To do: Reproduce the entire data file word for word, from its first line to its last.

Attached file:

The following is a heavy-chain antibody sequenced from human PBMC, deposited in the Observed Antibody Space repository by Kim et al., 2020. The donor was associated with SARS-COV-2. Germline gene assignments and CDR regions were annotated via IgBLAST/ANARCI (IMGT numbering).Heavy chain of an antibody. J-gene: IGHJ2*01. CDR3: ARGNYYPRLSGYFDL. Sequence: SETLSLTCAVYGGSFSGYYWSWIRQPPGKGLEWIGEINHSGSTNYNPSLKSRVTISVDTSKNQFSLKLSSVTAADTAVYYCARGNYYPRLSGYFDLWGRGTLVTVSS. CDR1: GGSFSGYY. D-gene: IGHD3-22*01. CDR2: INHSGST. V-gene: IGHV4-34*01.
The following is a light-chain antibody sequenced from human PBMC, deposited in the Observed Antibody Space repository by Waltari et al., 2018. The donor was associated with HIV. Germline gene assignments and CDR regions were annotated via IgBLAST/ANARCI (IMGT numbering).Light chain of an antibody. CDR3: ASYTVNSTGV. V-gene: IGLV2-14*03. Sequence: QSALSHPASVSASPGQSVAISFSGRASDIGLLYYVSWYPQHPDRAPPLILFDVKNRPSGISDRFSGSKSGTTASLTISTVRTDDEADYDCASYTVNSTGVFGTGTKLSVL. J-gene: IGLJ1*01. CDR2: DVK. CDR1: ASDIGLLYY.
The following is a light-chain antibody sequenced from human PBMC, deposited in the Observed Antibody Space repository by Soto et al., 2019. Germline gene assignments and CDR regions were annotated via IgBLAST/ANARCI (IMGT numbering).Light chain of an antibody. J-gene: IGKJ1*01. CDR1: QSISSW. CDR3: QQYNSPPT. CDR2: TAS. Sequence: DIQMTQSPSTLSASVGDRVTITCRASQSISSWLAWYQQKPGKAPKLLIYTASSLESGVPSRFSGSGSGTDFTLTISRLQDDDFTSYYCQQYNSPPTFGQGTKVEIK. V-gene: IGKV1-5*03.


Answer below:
The following is a heavy-chain antibody sequenced from human PBMC, deposited in the Observed Antibody Space repository by Kim et al., 2020. The donor was associated with SARS-COV-2. Germline gene assignments and CDR regions were annotated via IgBLAST/ANARCI (IMGT numbering).Heavy chain of an antibody. J-gene: IGHJ2*01. CDR3: ARGNYYPRLSGYFDL. Sequence: SETLSLTCAVYGGSFSGYYWSWIRQPPGKGLEWIGEINHSGSTNYNPSLKSRVTISVDTSKNQFSLKLSSVTAADTAVYYCARGNYYPRLSGYFDLWGRGTLVTVSS. CDR1: GGSFSGYY. D-gene: IGHD3-22*01. CDR2: INHSGST. V-gene: IGHV4-34*01.
The following is a light-chain antibody sequenced from human PBMC, deposited in the Observed Antibody Space repository by Waltari et al., 2018. The donor was associated with HIV. Germline gene assignments and CDR regions were annotated via IgBLAST/ANARCI (IMGT numbering).Light chain of an antibody. CDR3: ASYTVNSTGV. V-gene: IGLV2-14*03. Sequence: QSALSHPASVSASPGQSVAISFSGRASDIGLLYYVSWYPQHPDRAPPLILFDVKNRPSGISDRFSGSKSGTTASLTISTVRTDDEADYDCASYTVNSTGVFGTGTKLSVL. J-gene: IGLJ1*01. CDR2: DVK. CDR1: ASDIGLLYY.
The following is a light-chain antibody sequenced from human PBMC, deposited in the Observed Antibody Space repository by Soto et al., 2019. Germline gene assignments and CDR regions were annotated via IgBLAST/ANARCI (IMGT numbering).Light chain of an antibody. J-gene: IGKJ1*01. CDR1: QSISSW. CDR3: QQYNSPPT. CDR2: TAS. Sequence: DIQMTQSPSTLSASVGDRVTITCRASQSISSWLAWYQQKPGKAPKLLIYTASSLESGVPSRFSGSGSGTDFTLTISRLQDDDFTSYYCQQYNSPPTFGQGTKVEIK. V-gene: IGKV1-5*03.